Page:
The hashtag element signifies a new generation, while 'MERKY' is the attitude and lifestyle which said generation should adopt as they strive for success. Stormzy is a living embodiment of #MERKY's core values, to the point where he recently got prank-called by some kids, created a group chat with them on WhatsApp, and then ended up playing five-a-side football with them shortly after. The MC only had to tap his phone screen a few times and make his way down to Shoreditch Powerleague for a few hours, but those random fans will probably cherish that memory for a long time to come.
The essence of #MERKY is exactly that: creating long-lasting memories that won't fizzle out, a strategy introduced by Stormzy but magnified x 10 by the work of brand manager Akua Agyemfra and her consultancy firm bea.london. Wretch 32 is another one of Agyemfra's clients. With an OG like Wretch—who's been in the game for over a decade—the branding requirements lean more towards legacy than they do constant hype and attention, and that subtle yet effective outlook has seen the revered rapper remain relevant without compromising what he stands for in an era where new acts are setting trends that can end up rendering those from yesteryear irrelevant.
Akua has also been working on projects with the Premier League—often described as 'the biggest league in the world'—while Spotify UK has solicited her expertise for their events, all following on from 10 years at Adidas. From personal branding to managing the outlook of global powerhouses, Agyemfra specialises in turning ideas into reality and making sure those ideas make sense in the bigger picture, with a particular love for the crossover between music and sport.
Complex caught up with Akua Agyemfra to discuss her career so far.
How did you get into branding and marketing?
I learned everything I know from working at Adidas. I started off as an intern and worked in the entertainment team, effectively giving shoes to artists, giving clothes to artists, and putting them in campaigns. I guess I learned all of my principles through working for a massive global brand—who are very protective over their brand—down to what something looks like, how the big the logo should be, where the logo should be placed and all that kinda stuff. That experience teaches you how to build a brand but also how to maintain and protect it. I think the first time I knew that I cared about branding was when I saw Missy Elliot and Madonna in a GAP advert—it blew my mind! I was like, "Wow! They've put these two together and they're on TV, selling jeans?" I thought it was the most incredible thing I'd ever seen. That's when I realised I cared about what brands did, advertising campaigns and stuff like that, and that was way back when I was about 17.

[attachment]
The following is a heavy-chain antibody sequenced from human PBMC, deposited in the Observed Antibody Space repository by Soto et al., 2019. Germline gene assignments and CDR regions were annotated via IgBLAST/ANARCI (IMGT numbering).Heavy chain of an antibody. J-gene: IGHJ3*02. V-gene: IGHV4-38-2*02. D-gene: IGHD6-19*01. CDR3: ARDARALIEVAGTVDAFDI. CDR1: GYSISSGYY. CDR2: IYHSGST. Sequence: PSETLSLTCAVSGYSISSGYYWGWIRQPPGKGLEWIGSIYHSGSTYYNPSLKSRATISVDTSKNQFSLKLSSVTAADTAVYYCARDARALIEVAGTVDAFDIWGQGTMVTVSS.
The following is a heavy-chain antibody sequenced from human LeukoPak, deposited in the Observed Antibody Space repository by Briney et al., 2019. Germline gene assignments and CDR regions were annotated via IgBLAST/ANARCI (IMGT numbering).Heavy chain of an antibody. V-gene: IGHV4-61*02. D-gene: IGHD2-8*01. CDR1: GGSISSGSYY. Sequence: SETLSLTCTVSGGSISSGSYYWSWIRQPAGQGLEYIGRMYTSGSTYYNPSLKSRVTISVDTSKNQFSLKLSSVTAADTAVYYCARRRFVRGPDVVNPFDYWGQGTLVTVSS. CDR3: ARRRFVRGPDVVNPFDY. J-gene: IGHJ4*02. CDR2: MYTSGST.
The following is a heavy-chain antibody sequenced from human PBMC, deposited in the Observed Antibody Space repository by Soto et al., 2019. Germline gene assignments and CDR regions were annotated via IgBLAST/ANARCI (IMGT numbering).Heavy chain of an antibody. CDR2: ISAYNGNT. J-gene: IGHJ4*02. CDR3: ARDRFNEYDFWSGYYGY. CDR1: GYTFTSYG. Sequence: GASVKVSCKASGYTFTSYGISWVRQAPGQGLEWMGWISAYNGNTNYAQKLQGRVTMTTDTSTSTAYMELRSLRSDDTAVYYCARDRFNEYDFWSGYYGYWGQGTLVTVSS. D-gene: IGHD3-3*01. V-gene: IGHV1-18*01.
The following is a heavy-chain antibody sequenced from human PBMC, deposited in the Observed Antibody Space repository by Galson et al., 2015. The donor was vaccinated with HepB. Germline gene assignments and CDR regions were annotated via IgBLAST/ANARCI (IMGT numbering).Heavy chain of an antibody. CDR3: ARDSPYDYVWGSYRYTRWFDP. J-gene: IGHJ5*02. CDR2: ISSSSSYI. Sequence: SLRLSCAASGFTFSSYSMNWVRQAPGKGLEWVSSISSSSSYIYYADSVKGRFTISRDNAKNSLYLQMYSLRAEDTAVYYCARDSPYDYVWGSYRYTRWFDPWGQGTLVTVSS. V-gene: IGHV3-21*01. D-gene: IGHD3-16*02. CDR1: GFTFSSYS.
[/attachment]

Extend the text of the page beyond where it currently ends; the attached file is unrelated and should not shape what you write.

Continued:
What goes into deciding which artists a big brand like Adidas works with?
You know what's funny? Because the UK scene is growing, it feels like there's way more artists now. But actually, when I was at Adi, it was more a case of who was bringing that person to the table and who was recommending. What we wanted to make clear at Adidas was that we're a family, so if you're in that family, we'd look after you; if you were in, you were in. There's no point in going with any brand and working with people who don't understand what you do, don't like what you do or don't believe in you as an artist. That's just a waste of time—the relationship will never be authentic. We had a lot of ears to the ground and a massive network of people. When we first meet you, we have to like you, because it's going to be long for everyone if we don't. And that method always just worked; those artists were respectful and grateful that they were included in the family, and we looked after them.